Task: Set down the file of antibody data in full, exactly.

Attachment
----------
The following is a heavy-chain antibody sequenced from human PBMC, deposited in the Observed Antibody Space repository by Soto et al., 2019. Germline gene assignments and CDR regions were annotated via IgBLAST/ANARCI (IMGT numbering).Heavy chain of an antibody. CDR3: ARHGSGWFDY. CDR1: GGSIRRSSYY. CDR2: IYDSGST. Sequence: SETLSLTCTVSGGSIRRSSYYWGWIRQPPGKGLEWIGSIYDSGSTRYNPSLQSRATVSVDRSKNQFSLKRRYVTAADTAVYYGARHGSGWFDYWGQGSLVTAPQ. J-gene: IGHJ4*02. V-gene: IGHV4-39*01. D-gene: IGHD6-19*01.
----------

The following is a heavy-chain antibody sequenced from human PBMC, deposited in the Observed Antibody Space repository by Soto et al., 2019. Germline gene assignments and CDR regions were annotated via IgBLAST/ANARCI (IMGT numbering).Heavy chain of an antibody. CDR3: ARHGSGWFDY. CDR1: GGSIRRSSYY. CDR2: IYDSGST. Sequence: SETLSLTCTVSGGSIRRSSYYWGWIRQPPGKGLEWIGSIYDSGSTRYNPSLQSRATVSVDRSKNQFSLKRRYVTAADTAVYYGARHGSGWFDYWGQGSLVTAPQ. J-gene: IGHJ4*02. V-gene: IGHV4-39*01. D-gene: IGHD6-19*01.